August de Boeck's main instrument was the organ like his father. He entered the Royal Conservatory of Music in Brussels in 1880, where one year later he obtained an organ prize (teacher Alphonse Mailly). His musical career was as an organist at different Belgian churches and as musical educator. In 1909 De Boeck was appointed teacher of harmony at the Royal Flemish Conservatory of Music in Antwerp, succeeding his teacher and friend Paul Gilson in the position. In 1920 he took on the same function at the Royal Conservatory of Music in Brussels. To this, he added the position of director of the Municipal Conservatory in Mechelen in 1921. De Boeck retired in 1930. He started with composing orchestral works, but vocal music takes up the bigger part in his creations. Opera, cantatas, and songs are dominant. The success of a new opera house in Antwerp producing Flemish operas (the Flemish Opera) surely encouraged composers in the area to write for the genre.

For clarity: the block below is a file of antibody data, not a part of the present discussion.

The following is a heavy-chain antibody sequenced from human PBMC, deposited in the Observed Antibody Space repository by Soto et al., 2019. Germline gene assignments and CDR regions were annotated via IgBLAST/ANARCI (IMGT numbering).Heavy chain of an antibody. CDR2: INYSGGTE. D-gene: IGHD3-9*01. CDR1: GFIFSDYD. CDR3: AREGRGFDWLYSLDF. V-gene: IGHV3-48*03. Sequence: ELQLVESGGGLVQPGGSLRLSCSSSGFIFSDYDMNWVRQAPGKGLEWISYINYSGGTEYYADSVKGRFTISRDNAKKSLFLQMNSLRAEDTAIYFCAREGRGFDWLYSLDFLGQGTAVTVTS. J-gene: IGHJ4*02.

Four of de Boeck's operas were premiered there: Théroigne de Méricourt (1901), Winternachtsdroom (1902), Rijndwergen (Rhine Dwarfs, 1906), and Reinaert de Vos (1909). His late opera La Route d'Emeraude (1921) was in French and premiered at the 'Grand Théâtre' at Ghent. Although writing large works, de Boeck was at his best in short pieces, where his spontaneity and humor could shine. His Songs and piano pieces show his real talent. Musical influences can be traced back to Wagner, the Russian national school - especially Rimsky-Korsakov, and impressionism. De Boeck composed approximately 100 songs on French and Dutch texts.